Asheville got a snowy surprise Friday as a weather system that forecasters initially said would bring a couple of inches of snow ended up dumping half a foot or more of snow on the mountain metropolis.

There was more snow overnight into Saturday morning, with folks reporting a total of 7 to 10 inches of snow or more. Forecasters were predicting bitter cold temperatures Saturday night, with lows around 19 degrees, and the chance of yet another dusting overnight into Sunday.

The winter storm has a name, Benji, and its potential triggered schools to shut down early. Benji’s snow took down tree limbs and power lines while creating slick road conditions that slowed traffic and caused some wrecks. The biggest event in town this weekend is the Warren Haynes Christmas Jam, and the wintry conditions forced organizers to cancel the Pre-Jam at The Orange Peel.

But most folks seemed to take the snow in stride. It helped that the snow storm arrived on a Friday.

What went wrong with the forecast: Meteorologist Jason Boyer of WLOS was contrite on the Friday evening newscasts. He posted a graphic of an ostrich hiding its head in the sand and said that’s the way most meteorologists feel about the bad forecast.

Boyer explained that the computer models that meteorologists from the National Weather Service on down depend on for their forecasts failed to account for a significant move in the jet stream that allowed a big flow of moisture move in over cold air that arrived in the mountains earlier in the week.

Thus the “Skywatch” forecasts and “Futurecast” predictions were calling first for an inch or two. Forecasters gradually increased their predictions for snow Thursday, but none of them accurately predicted the dumping Asheville actually got. With a final tally of 9 inches to a foot of snow in some places, winter storm Benji will go down as one of the bigger ones on record for early December in Asheville in recent years.

So that was the explanation: the computer models got it wrong. That still begs the question of why the computer models messed up, and makes me wonder when the human experts should step with their knowledge. A bad computer model doesn’t absolve a weather forecaster.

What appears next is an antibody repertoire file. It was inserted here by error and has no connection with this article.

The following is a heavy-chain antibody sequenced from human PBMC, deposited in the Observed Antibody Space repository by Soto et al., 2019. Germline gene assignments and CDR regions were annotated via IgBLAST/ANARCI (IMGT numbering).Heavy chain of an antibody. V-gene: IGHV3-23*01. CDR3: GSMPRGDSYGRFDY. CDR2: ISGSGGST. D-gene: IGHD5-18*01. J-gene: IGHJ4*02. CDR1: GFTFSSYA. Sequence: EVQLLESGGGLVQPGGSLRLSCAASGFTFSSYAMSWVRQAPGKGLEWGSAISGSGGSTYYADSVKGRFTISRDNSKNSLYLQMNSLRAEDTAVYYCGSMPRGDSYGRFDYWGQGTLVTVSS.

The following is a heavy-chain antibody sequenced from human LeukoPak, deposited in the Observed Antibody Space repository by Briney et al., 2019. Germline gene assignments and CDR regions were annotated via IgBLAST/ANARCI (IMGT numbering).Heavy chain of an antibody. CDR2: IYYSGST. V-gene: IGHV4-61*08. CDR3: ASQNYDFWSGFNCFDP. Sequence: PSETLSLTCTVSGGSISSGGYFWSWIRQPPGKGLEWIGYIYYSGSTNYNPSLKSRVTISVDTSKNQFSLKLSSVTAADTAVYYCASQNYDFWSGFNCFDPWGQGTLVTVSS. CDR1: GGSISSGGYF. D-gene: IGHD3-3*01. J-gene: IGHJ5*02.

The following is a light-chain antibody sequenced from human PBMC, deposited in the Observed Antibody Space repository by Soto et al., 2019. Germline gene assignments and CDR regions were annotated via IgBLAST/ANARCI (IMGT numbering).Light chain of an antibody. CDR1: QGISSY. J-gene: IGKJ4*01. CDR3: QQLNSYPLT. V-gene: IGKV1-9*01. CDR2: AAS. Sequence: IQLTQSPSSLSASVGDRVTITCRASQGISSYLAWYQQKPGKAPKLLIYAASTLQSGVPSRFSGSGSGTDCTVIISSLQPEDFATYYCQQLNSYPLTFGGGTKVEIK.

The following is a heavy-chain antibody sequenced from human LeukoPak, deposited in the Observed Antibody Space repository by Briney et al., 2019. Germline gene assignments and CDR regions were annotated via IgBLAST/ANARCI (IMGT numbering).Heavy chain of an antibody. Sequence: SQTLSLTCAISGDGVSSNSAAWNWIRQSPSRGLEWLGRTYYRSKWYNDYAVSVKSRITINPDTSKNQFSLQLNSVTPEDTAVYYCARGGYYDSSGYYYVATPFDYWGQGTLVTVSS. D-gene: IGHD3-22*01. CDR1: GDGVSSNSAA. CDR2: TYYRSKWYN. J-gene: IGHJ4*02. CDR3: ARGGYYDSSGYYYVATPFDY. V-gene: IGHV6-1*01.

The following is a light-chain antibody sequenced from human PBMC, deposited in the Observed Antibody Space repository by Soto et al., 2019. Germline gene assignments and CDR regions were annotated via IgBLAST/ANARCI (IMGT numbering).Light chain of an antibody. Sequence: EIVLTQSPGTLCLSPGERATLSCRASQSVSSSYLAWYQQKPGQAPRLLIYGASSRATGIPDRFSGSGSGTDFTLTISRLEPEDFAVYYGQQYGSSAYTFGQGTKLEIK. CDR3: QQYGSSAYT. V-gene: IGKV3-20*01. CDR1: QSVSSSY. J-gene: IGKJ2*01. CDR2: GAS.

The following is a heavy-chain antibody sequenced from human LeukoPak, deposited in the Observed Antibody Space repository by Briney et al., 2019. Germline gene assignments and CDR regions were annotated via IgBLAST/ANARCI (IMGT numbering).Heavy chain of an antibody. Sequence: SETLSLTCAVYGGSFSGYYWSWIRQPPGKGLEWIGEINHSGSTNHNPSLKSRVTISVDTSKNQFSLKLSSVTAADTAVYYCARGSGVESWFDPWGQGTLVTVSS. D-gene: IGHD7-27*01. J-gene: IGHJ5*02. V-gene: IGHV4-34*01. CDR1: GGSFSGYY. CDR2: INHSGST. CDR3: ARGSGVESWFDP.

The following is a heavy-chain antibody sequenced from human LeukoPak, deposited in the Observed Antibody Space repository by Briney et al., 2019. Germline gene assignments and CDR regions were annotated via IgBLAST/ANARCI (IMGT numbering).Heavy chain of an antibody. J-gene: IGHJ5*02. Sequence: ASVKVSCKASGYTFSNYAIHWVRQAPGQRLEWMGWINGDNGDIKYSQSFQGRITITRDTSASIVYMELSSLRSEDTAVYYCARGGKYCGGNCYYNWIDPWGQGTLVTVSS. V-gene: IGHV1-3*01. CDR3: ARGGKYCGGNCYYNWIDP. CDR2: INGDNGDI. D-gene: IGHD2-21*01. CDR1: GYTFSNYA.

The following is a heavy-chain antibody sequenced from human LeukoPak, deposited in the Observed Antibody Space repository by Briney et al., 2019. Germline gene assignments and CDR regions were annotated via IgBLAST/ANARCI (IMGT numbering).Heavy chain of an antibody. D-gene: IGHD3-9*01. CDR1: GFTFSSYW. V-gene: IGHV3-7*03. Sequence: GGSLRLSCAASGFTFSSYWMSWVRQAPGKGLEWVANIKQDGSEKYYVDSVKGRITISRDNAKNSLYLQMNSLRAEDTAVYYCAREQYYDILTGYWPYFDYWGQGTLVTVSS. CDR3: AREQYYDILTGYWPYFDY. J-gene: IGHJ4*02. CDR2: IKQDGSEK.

Feeding the frenzy: We joke a lot in Asheville about how everyone freaks out about predictions of snow, even an inch or two. The bad forecasting in this case will only serve to reinforce that freak out, as residents come to distrust the weather calls and go all out to prepare for the worst-case scenario – every single time.

Saturday update from the American Red Cross: The Asheville-Mountain Area Red Cross is opening its office at 100 Edgewood Road in north Asheville to anyone seeking to get out of the cold. Snacks, warm beverages, games, and books will be provided, according to a press release.

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4 Comments

  1. We salute those restless spirits who enjoy spending snow day outdoors! There are so many outdoors opportunities and adventures every day of the year in our area.

  2. Terrell Mwetta says:

    “A bad computer model doesn’t absolve a weather forecaster.” This is a misleading statement. Meteorology absolutely revolves around the use of computer modeling – accurately predicting weather could never be accomplished to the degree we have today without so. Humans can choose which model they expect to be the most accurate but you cant expect them to just conjure up something entirely unrelated from any models they have.

  3. “Wx South” guy on Facebook predicted “a significant snow event” as early as Monday, so we were fully prepared. I recommend him to anybody who’ll listen.

  4. Anyone who’s ever taken a basic stats class can tell you that predictions made with Model X are only ever useful for predicting events that are generated from conditions that fall within the range of Dataset X, the data used to “train” the model.

    As climate change increasingly makes the weather more volatile and extreme, the current models will have more and more ‘fails’ as the actual conditions that go into creating that weather fall further and further outside the range of historical data used to train it. Retraining the model with new data can help but it’s expensive and time consuming, and since the changes are happening at an accelerated pace, it’s always going to be a game of catch-up.

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